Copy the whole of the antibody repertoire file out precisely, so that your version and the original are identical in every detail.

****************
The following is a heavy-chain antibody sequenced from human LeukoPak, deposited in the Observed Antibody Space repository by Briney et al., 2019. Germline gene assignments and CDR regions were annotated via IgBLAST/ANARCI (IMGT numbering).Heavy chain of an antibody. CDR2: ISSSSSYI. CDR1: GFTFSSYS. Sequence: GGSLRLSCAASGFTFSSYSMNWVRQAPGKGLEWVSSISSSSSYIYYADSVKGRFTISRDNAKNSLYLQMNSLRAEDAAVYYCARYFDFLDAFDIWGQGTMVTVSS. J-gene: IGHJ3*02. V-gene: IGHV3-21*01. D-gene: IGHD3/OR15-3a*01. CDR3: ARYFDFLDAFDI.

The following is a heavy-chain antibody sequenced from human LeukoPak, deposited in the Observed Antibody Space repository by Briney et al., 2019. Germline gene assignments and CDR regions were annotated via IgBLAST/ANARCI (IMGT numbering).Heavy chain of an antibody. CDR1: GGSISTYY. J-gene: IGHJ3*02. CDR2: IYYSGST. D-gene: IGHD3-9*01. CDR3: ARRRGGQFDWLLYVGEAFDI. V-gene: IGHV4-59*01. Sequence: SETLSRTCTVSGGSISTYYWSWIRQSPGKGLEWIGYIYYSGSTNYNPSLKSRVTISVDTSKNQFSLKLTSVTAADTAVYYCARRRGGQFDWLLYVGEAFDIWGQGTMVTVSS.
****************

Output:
The following is a heavy-chain antibody sequenced from human LeukoPak, deposited in the Observed Antibody Space repository by Briney et al., 2019. Germline gene assignments and CDR regions were annotated via IgBLAST/ANARCI (IMGT numbering).Heavy chain of an antibody. CDR2: ISSSSSYI. CDR1: GFTFSSYS. Sequence: GGSLRLSCAASGFTFSSYSMNWVRQAPGKGLEWVSSISSSSSYIYYADSVKGRFTISRDNAKNSLYLQMNSLRAEDAAVYYCARYFDFLDAFDIWGQGTMVTVSS. J-gene: IGHJ3*02. V-gene: IGHV3-21*01. D-gene: IGHD3/OR15-3a*01. CDR3: ARYFDFLDAFDI.

The following is a heavy-chain antibody sequenced from human LeukoPak, deposited in the Observed Antibody Space repository by Briney et al., 2019. Germline gene assignments and CDR regions were annotated via IgBLAST/ANARCI (IMGT numbering).Heavy chain of an antibody. CDR1: GGSISTYY. J-gene: IGHJ3*02. CDR2: IYYSGST. D-gene: IGHD3-9*01. CDR3: ARRRGGQFDWLLYVGEAFDI. V-gene: IGHV4-59*01. Sequence: SETLSRTCTVSGGSISTYYWSWIRQSPGKGLEWIGYIYYSGSTNYNPSLKSRVTISVDTSKNQFSLKLTSVTAADTAVYYCARRRGGQFDWLLYVGEAFDIWGQGTMVTVSS.